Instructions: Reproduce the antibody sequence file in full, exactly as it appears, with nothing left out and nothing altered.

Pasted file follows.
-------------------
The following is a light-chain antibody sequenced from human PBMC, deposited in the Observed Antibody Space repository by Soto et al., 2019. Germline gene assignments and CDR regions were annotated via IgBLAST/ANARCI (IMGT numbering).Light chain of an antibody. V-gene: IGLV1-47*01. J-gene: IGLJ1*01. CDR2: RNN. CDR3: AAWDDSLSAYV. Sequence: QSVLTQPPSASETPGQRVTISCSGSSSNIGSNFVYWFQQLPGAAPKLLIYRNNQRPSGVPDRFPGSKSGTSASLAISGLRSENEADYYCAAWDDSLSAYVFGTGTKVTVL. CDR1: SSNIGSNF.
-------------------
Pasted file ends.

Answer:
The following is a light-chain antibody sequenced from human PBMC, deposited in the Observed Antibody Space repository by Soto et al., 2019. Germline gene assignments and CDR regions were annotated via IgBLAST/ANARCI (IMGT numbering).Light chain of an antibody. V-gene: IGLV1-47*01. J-gene: IGLJ1*01. CDR2: RNN. CDR3: AAWDDSLSAYV. Sequence: QSVLTQPPSASETPGQRVTISCSGSSSNIGSNFVYWFQQLPGAAPKLLIYRNNQRPSGVPDRFPGSKSGTSASLAISGLRSENEADYYCAAWDDSLSAYVFGTGTKVTVL. CDR1: SSNIGSNF.